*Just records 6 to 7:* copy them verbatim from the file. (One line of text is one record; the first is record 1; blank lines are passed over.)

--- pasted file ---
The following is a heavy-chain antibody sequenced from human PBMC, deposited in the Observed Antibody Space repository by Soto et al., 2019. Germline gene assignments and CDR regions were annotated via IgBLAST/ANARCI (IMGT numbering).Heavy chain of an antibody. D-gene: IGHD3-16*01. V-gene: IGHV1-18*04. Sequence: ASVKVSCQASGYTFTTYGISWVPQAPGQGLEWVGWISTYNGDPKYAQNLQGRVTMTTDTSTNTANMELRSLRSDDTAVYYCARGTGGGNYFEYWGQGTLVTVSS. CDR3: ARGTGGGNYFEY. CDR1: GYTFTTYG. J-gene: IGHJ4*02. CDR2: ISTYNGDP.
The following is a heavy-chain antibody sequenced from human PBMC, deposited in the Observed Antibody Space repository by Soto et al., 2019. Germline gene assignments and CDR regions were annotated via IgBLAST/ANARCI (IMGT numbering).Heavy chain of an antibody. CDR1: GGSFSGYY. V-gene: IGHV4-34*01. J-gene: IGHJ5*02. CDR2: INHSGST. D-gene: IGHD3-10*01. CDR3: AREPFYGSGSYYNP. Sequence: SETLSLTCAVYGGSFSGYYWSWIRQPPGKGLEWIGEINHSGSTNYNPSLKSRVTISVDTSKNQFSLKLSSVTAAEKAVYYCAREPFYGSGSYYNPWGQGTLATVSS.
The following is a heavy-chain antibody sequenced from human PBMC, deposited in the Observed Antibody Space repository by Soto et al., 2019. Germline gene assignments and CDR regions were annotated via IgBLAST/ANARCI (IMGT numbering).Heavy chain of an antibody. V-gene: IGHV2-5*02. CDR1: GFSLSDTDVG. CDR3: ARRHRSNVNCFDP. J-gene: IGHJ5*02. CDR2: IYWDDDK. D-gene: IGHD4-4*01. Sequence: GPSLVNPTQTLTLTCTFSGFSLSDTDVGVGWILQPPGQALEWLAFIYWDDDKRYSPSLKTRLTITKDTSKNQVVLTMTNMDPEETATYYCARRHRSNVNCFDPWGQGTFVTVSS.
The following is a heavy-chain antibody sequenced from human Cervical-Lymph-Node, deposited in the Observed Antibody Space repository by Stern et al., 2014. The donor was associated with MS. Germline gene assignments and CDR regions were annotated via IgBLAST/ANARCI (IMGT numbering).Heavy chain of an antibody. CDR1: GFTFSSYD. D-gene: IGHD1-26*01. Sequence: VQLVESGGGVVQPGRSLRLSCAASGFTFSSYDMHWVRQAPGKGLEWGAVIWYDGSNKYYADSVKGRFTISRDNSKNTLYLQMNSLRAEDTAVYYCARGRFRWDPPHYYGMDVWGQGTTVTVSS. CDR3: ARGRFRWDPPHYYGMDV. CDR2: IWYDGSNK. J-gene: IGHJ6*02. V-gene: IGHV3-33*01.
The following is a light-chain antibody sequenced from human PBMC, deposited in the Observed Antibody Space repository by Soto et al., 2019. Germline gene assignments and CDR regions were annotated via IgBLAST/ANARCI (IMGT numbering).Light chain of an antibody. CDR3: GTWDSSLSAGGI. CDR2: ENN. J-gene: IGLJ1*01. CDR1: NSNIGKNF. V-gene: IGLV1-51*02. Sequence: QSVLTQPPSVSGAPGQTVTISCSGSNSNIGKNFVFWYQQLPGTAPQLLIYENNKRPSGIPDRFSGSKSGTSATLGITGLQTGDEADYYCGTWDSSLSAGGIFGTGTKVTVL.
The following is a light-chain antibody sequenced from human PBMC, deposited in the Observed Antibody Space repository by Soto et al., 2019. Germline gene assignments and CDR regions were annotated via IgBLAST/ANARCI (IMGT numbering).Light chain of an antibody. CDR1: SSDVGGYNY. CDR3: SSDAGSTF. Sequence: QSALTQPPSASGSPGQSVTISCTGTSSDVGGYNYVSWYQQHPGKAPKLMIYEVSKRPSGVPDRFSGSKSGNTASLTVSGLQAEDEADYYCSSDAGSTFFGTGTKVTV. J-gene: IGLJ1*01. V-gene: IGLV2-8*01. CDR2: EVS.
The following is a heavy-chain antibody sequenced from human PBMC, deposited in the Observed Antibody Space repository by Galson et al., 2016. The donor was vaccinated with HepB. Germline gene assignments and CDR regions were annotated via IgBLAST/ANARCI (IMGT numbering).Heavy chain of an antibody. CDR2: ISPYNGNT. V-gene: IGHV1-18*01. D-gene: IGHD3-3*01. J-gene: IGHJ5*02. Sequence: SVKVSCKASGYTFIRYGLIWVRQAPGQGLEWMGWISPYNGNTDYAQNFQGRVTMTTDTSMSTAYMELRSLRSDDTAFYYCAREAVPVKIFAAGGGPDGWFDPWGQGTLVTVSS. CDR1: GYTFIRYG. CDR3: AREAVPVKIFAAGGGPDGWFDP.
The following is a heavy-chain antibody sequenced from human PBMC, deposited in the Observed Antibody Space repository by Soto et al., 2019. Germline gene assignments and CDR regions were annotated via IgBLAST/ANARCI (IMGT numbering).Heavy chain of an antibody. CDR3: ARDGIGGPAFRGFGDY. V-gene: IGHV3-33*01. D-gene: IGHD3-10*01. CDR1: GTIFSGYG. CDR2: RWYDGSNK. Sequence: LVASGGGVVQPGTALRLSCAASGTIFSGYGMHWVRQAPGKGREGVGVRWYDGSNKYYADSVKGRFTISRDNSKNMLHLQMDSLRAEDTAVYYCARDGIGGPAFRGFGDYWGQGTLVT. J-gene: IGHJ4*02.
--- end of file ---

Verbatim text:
The following is a light-chain antibody sequenced from human PBMC, deposited in the Observed Antibody Space repository by Soto et al., 2019. Germline gene assignments and CDR regions were annotated via IgBLAST/ANARCI (IMGT numbering).Light chain of an antibody. CDR1: SSDVGGYNY. CDR3: SSDAGSTF. Sequence: QSALTQPPSASGSPGQSVTISCTGTSSDVGGYNYVSWYQQHPGKAPKLMIYEVSKRPSGVPDRFSGSKSGNTASLTVSGLQAEDEADYYCSSDAGSTFFGTGTKVTV. J-gene: IGLJ1*01. V-gene: IGLV2-8*01. CDR2: EVS.
The following is a heavy-chain antibody sequenced from human PBMC, deposited in the Observed Antibody Space repository by Galson et al., 2016. The donor was vaccinated with HepB. Germline gene assignments and CDR regions were annotated via IgBLAST/ANARCI (IMGT numbering).Heavy chain of an antibody. CDR2: ISPYNGNT. V-gene: IGHV1-18*01. D-gene: IGHD3-3*01. J-gene: IGHJ5*02. Sequence: SVKVSCKASGYTFIRYGLIWVRQAPGQGLEWMGWISPYNGNTDYAQNFQGRVTMTTDTSMSTAYMELRSLRSDDTAFYYCAREAVPVKIFAAGGGPDGWFDPWGQGTLVTVSS. CDR1: GYTFIRYG. CDR3: AREAVPVKIFAAGGGPDGWFDP.